2023 marks 50th anniversary of the Alberta Council for Global Cooperation.
To mark the anniversary, ACGC is working to compile the network’s history. Below is a draft of our history, pieced together through oral storytelling, newspaper articles, and archival records. If you have information to add to this story, or have suggested corrections, please contact firstname.lastname@example.org.
The story of what is now the Alberta Council for Global Cooperation begins with a life-changing trip to Ghana for the World Council of the YWCA for one Alberta woman. It was there, in 1971, that Calgarian Doreen Orman was so moved by first-hand stories of womens’ lives under apartheid in South Africa, that she returned to Alberta and mobilized support to create the Alberta Council for International Cooperation (ACIC), a coordinating council created to mobilize provincial funding for international cooperation initiatives.
The council was registered as an official society on 7 December 1973. Soon after, ACIC persuaded the Government of Alberta to create a fund to match local donations to international cooperation and awareness-raising projects. The fund started in 1974-75, with the Alberta government matching the $1million raised from public donations in the province, resulting in the support of 28 Alberta-based non-governmental organizations to partner on 58 projects in 34 countries (see the history of this fund here). Organizations met monthly under ACIC to discuss sector trends, and provide advice on project funding. By 1978, ACIC had 36 member organizations.
Starting in the late 70s, two communities of organizations began to emerge – one focused on development education and raising awareness of global issues in Alberta, and one focused on providing international relief and development overseas. While ACIC eventually disbanded, the two communities continued to co-exist under various formal and informal structures, doing separate but mutually important work, until the mid-1990s when federal government cuts to both public engagement and international assistance projects threatened the critical work of the entire sector. The crises brought the groups together again under a common mission to ‘mobilize Albertans as global citizens committed to a just and sustainable world’. On 7 June 1996, the provincial council was reformed as the Alberta Council for Global Cooperation (ACGC). Over time, ACGC was able to add full time staff, opening an office on Whyte Avenue in Edmonton in 2009, where it remains until today.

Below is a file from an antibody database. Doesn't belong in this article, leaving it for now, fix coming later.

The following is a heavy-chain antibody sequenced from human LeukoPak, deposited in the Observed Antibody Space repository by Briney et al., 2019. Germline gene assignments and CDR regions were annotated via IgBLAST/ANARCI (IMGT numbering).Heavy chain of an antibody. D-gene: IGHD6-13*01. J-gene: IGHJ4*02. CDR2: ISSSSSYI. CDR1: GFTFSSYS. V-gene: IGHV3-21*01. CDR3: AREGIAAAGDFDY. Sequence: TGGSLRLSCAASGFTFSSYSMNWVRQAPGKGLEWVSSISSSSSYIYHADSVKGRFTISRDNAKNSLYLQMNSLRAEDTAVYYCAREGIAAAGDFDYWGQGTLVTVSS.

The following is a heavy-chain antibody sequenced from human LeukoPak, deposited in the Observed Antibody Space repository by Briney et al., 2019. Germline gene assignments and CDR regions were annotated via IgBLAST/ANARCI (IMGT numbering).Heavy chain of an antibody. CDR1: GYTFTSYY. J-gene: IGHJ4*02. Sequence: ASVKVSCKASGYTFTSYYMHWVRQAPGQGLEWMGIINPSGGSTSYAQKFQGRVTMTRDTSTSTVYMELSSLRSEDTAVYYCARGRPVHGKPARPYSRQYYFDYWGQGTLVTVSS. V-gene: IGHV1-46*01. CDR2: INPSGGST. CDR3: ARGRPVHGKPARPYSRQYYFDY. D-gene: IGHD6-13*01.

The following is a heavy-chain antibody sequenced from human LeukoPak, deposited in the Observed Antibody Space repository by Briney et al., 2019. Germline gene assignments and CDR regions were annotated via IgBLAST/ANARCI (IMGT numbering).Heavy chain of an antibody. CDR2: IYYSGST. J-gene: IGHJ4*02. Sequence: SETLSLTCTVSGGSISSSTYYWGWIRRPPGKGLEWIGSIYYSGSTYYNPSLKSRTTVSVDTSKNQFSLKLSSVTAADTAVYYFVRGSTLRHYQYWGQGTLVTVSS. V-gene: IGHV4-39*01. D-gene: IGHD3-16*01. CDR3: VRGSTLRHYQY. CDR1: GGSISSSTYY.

Meanwhile, the Province of Alberta continued to provide matching funding for international development projects under the Department of Federal and Intergovernmental Affairs, followed by the Wild Rose Foundation between 1993-2009, and eventually the Ministry of Culture’s Community Initiative Program – International Development Program, until the Alberta government ended all funding in October 2019. As mobilization for reinstatement began, the world was hit with the Covid-19 pandemic. Despite rising global need and calls from ACGC members to support global communities impacted by the Covid-19 pandemic, the fund was not reinstated. The council continues to call on the provincial government to reinstate funding, to continue the important 45-year legacy.
While not a straight path from the formation of the first provincial council to today, the journey is marked with the conviction, passion, and dedication of Albertans, who until today continue this important legacy of international cooperation, by raising awareness and taking action to reduce poverty, address inequality, in solidarity and partnership with communities worldwide. Join us, in our 50th year as a network, as we honour our past, and inspire a commitment to global cooperation for future generations.